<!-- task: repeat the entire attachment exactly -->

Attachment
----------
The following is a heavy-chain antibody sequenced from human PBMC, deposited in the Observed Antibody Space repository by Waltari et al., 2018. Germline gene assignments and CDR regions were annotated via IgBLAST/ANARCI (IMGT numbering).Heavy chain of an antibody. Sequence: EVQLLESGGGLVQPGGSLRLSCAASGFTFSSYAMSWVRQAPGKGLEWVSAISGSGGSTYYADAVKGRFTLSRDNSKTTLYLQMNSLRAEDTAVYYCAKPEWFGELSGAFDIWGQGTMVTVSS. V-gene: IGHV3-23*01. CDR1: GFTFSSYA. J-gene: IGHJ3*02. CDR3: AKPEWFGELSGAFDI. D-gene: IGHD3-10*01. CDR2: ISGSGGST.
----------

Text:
The following is a heavy-chain antibody sequenced from human PBMC, deposited in the Observed Antibody Space repository by Waltari et al., 2018. Germline gene assignments and CDR regions were annotated via IgBLAST/ANARCI (IMGT numbering).Heavy chain of an antibody. Sequence: EVQLLESGGGLVQPGGSLRLSCAASGFTFSSYAMSWVRQAPGKGLEWVSAISGSGGSTYYADAVKGRFTLSRDNSKTTLYLQMNSLRAEDTAVYYCAKPEWFGELSGAFDIWGQGTMVTVSS. V-gene: IGHV3-23*01. CDR1: GFTFSSYA. J-gene: IGHJ3*02. CDR3: AKPEWFGELSGAFDI. D-gene: IGHD3-10*01. CDR2: ISGSGGST.